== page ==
Black History Month Celebrates Black Health Professionals: Daniel Hale Williams and Emma Reynolds

Updated | Published

There are many people who deserve recognition during the month of February for Black History Month. There are two that had such a wide ranging effect, that they deserved the spotlight both individually and together. Daniel Hale Williams and Emma Reynolds are a permanent part of healthcare history in Chicago and across the United States.

by Brenda F. Johnson Brenda F. Johnson, MSN

Specializes in Gastrointestinal Nursing. Has 30 years experience.

Black History Month 2022 theme - “Black Health and Wellness”

Black History Month Celebrates Black Health Professionals: Daniel Hale Williams and Emma Reynolds

Black History Month Inception

The inception of Black History month was in 1915 by Carter G. Woodson and Jesse E. Moorland with the formation of the Association for the Study of Negro Life and History. It wasn’t until 1926 that Woodson began the annual celebration in February. The purpose of changing themes every year is to emulate the varying ways in which people of African descent in America perceive themselves and the effect of social movements on their endeavors as a community. 

There have been many influencers over the years in all fields of life such as politics, social justice, sports, etc. The year 2022 is one that focuses on those who forged a road for themselves and the black community in healthcare. We will look into the stories of those who contributed to the field of medicine and nursing. Each one paved a tough road with courage and fortitude, earning themselves a place in the history books. 

Daniel Hale Williams, M.D.

daniel-hale-williams-general-surgeon.jpg.8f2ba27de698da6cfcab88ab83ee262d.jpg

We will start by looking into Daniel Hale Williams, M.D. a general surgeon, and his accomplishments as an individual along with his contribution to nursing. His work in the medical community was far-reaching and laid a foundation for present-day cardiac surgery by performing the first cardiac surgery (see link below for more info).   He had many accomplishments, one of which we will look at closer - the birth of Provident Hospital and its associated nursing school for Black citizens. 

Daniel Hale Williams (1858-1931) was one of seven children who lost his father at a young age. His family moved many times, but Williams was determined and got his education at Chicago Medical.  Williams was the co-founder of the National Medical Association, an alternative to the American Medical Association because of its prejudice in not allowing black physicians to join.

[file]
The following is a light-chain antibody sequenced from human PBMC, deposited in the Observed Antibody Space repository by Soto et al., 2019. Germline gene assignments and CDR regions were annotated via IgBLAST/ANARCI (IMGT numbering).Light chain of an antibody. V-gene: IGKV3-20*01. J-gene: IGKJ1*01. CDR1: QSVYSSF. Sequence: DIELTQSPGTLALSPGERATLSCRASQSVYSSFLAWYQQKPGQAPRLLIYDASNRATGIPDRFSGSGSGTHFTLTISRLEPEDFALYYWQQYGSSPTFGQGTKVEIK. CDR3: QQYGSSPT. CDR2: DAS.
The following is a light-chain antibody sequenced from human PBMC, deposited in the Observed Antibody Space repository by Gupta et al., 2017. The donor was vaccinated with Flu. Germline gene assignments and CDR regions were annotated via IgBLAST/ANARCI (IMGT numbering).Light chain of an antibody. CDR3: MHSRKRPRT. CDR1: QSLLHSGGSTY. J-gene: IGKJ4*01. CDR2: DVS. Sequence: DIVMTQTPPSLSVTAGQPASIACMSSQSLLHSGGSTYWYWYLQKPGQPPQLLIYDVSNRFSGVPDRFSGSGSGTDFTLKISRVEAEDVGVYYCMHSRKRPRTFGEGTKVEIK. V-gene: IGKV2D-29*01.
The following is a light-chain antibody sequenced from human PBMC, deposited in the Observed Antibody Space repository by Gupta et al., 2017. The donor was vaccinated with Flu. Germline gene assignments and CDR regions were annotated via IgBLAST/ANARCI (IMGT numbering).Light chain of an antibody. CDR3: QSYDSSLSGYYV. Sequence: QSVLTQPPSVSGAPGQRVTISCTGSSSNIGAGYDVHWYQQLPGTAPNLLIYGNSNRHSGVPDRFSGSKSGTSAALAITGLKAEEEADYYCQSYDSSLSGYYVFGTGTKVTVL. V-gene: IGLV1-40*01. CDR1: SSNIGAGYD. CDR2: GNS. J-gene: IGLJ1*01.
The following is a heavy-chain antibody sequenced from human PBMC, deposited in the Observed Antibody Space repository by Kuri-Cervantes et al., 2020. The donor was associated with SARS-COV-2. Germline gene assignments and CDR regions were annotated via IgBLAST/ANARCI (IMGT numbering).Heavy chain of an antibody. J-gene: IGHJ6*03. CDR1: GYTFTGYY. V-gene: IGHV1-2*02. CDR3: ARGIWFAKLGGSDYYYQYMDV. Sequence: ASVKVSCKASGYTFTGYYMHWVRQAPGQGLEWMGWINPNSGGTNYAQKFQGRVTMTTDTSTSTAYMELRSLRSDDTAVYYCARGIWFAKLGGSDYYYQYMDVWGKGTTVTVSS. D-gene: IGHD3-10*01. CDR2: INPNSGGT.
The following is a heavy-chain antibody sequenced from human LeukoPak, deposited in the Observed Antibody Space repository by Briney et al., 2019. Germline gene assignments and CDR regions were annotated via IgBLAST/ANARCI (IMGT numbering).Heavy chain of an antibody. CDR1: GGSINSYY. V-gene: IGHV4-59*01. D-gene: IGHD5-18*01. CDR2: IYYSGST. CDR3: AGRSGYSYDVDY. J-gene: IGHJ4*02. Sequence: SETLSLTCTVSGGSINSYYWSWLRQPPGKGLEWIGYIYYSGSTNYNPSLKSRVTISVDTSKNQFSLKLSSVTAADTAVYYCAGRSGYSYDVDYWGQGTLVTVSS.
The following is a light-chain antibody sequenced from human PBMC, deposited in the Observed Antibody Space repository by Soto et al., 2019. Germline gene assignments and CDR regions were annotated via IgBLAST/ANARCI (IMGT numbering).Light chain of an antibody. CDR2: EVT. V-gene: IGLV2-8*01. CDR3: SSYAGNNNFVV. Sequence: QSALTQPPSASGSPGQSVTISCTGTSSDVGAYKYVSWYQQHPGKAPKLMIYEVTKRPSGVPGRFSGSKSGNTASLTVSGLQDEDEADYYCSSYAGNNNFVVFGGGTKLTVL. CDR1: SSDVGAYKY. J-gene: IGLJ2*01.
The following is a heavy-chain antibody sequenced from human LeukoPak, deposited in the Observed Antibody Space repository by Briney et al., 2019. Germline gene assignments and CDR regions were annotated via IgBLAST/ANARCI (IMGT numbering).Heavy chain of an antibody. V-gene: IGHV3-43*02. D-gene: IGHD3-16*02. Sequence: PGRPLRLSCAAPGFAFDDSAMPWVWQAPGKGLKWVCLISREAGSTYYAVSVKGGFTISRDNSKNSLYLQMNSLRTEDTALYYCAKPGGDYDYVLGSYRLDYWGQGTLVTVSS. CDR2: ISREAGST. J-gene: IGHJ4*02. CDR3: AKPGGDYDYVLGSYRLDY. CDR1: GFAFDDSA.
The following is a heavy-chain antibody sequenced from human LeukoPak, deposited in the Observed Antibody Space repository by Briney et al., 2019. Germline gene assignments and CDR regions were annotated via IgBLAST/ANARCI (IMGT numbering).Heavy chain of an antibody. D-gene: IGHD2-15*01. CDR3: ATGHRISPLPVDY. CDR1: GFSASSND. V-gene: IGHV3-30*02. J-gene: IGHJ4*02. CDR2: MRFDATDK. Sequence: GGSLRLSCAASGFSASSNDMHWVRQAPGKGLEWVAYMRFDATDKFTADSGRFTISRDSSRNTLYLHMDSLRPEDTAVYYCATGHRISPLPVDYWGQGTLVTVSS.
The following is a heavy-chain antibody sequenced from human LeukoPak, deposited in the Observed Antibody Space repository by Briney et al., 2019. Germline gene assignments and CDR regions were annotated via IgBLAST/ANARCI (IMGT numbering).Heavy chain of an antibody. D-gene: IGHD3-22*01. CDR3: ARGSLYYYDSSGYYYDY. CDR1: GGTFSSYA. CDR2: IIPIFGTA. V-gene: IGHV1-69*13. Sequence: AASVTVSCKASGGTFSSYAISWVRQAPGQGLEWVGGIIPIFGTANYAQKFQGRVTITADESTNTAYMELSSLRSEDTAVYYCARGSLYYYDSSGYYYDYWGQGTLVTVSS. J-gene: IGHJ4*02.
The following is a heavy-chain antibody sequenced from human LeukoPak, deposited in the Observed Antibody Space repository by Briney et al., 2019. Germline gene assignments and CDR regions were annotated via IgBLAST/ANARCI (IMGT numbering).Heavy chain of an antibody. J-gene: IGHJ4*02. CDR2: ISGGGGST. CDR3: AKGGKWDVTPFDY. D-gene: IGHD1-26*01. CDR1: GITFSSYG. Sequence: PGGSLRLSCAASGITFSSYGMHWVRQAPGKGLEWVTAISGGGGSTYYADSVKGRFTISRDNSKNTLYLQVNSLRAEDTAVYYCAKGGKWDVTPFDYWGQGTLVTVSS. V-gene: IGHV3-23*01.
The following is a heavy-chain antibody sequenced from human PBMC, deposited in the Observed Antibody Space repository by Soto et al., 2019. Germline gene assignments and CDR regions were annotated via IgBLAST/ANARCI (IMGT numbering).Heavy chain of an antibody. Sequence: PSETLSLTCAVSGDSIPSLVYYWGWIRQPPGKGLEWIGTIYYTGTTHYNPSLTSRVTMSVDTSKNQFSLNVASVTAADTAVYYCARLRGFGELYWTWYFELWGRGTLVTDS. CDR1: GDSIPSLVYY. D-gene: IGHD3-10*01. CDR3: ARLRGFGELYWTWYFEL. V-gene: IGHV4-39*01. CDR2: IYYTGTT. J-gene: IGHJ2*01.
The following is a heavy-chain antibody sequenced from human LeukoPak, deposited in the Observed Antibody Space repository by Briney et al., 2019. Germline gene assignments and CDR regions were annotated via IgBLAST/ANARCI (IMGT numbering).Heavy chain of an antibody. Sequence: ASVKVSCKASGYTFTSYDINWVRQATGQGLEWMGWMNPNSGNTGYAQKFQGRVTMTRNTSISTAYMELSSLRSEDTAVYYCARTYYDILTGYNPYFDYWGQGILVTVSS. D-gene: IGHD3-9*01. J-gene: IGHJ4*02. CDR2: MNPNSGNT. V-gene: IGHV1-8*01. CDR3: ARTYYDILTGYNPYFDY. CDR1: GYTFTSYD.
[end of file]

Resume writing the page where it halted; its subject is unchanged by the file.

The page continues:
In 1890, Williams opened the first Black-owned interracial hospital. Provident hospital was not just a place for the Black community to find medical care, but it was the home of the first nursing school to open in the United States for Black nurses. But it wasn’t all William’s idea, he had a catalyst - Emma Reynolds

Emma Reynolds, R.N., M.D.

emma-reynolds-nurse-teacher.jpg.4bc3993986976d9333db2de855d3dd95.jpg

Emma Reynolds wanted to attend nursing school but was rejected based on her skin color. She knew of Williams and asked her Reverend brother to talk to him, asking for his help. Initially, their effort went into changing the existing school standards. But soon Williams began to raise money through wealthy, powerful white citizens as well as Black citizens. He also approached organizations and began collecting money, equipment, and supplies. The first building was bought with the help of Armour Meat Packing Company who gave the down payment. In 1890, the 12-bed facility opened and in 1891 the nursing program began. Along with the donations, community volunteers kept the hospital going through their service. 

Provident Hospital

Not only did they grow, but the ‘Provident Hospital Training School Association’ in Chicago had a full board and a first-year budget of $5429. Emma Reynolds, who went on to get her M.D was on the board of the association. The hospital struggled some during a couple of financial crises, and finally closed in July of 1987. It did reopen in 1993 as an adjunct to Cook County Hospital in Chicago.